Compliance Alliance is committed to bringing you the latest developments in federal banking regulation and the resources to stay compliant. As we get closer and closer to the end of the year more questions keep getting asked about LIBOR, which is scheduled to sunset on the very last day of the year. With the end of the year, and end of LIBOR, now being less than five months away, there has been a remarkable period of silence from regulators on the topic but now there is finally news to report on the anticipated transition. The Office of the Comptroller of the Currency (OCC) and Federal Deposit Insurance Corp. (FDIC) each issued FAQs on the transition in recent weeks and the Federal Reserve’s Alternative Reference Rates Committee (“ARRC”) released its anticipated announcement on a recommended replacement index. Here, I want to share with you the relevant highlights of these releases and what they mean for you and your institution.
On July 29th the ARRC announced, as expected, that it is formally recommending the Secured Overnight Financing Rate (“SOFR”) as LIBOR’s replacement. The decisions confirm what most expected and you can anticipate SOFR becoming the dominant index in the marketplace. With this decision, banks and other market participants can now utilize the recommended best practice materials previously released a week prior by the ARRC when using the SOFR Term Rates in contracts that have adopted ARRC fallback language and new contracts to prepare for LIBOR’s end. Soon, the ARRC will release a factsheet outlining key steps leading to this point, SOFR’s strengths, and upcoming milestones.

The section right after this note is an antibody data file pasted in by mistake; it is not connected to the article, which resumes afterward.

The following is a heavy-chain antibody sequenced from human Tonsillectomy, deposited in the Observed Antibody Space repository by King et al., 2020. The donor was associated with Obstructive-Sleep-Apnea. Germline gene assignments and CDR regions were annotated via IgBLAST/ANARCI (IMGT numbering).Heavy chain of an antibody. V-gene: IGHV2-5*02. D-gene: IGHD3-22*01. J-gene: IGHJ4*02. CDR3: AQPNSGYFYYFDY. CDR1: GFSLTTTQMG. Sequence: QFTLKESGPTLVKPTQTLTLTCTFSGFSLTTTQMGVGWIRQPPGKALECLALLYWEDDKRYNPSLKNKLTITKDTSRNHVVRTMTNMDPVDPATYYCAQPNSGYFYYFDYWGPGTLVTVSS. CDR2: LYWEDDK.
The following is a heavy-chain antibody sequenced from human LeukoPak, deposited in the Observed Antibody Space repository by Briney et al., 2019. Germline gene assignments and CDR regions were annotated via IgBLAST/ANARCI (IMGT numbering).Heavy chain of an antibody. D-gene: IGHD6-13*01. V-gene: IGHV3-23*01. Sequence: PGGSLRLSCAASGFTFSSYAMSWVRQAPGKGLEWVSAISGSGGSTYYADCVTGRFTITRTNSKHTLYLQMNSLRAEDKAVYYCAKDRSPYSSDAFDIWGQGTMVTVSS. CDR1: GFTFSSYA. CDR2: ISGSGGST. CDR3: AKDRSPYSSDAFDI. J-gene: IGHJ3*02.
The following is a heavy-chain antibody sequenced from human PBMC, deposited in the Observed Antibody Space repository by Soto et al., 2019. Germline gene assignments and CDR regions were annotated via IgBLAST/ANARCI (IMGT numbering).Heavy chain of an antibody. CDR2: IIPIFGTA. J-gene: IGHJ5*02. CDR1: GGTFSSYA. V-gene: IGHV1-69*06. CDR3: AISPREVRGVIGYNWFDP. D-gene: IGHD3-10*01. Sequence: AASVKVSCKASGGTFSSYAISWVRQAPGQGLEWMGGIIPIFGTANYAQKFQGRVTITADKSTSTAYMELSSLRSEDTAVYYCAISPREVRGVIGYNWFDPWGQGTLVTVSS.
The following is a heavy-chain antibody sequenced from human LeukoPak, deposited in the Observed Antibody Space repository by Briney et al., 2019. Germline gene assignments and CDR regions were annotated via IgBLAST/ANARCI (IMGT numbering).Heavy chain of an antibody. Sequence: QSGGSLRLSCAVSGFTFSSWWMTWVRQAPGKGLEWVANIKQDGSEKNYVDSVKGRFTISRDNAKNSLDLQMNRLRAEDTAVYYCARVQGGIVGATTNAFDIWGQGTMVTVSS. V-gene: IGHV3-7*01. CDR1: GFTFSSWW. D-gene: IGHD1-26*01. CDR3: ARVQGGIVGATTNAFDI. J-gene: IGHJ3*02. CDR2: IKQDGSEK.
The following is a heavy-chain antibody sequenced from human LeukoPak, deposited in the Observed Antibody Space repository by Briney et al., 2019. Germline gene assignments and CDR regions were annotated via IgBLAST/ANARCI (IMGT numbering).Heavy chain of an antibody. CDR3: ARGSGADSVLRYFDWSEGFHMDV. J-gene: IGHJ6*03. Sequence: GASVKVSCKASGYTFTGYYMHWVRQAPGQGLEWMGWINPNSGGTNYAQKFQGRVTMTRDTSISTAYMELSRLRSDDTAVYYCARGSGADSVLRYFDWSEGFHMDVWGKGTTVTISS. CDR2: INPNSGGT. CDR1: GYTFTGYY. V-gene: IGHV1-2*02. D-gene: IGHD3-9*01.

The FDIC and OCC, in their separate announcements to their supervised institutions, stated that they do not view replacing or revising a capital instrument with the sole purpose of replacing a reference rate linked to LIBOR with another reference rate as constituting an issuance of a new capital instrument under their capital rules. For purposes of the capital rule, they said, the replacement or amended instrument would retain the maturity of the original instrument. This was an important announcement as banks consider how to adjust current instruments with soon to be outdated reference rates.
The agencies also noted that the replacement or amendment would not create an incentive to redeem, as long as the replacement or amended capital instrument is not substantially different from the original instrument from an economic perspective. “For example, amending the credit spread solely to reflect the difference in basis between Libor and the replacement reference rate and not adjusting for changes in the credit quality of the issuer would not result in creating an incentive to redeem the capital instrument,” according to the FAQs.
Lastly, the agencies said a bank making such adjustments solely to address the move way from LIBOR “should support its determination with an appropriate analysis that demonstrates that the replacement or amended instrument is not substantially different from the original instrument from an economic perspective.” The OCC stated that they may ask banks to provide that analysis.
The above information should help banks plan for their futures in a post-LIBOR world. We anticipate the release of more guidance in the coming weeks.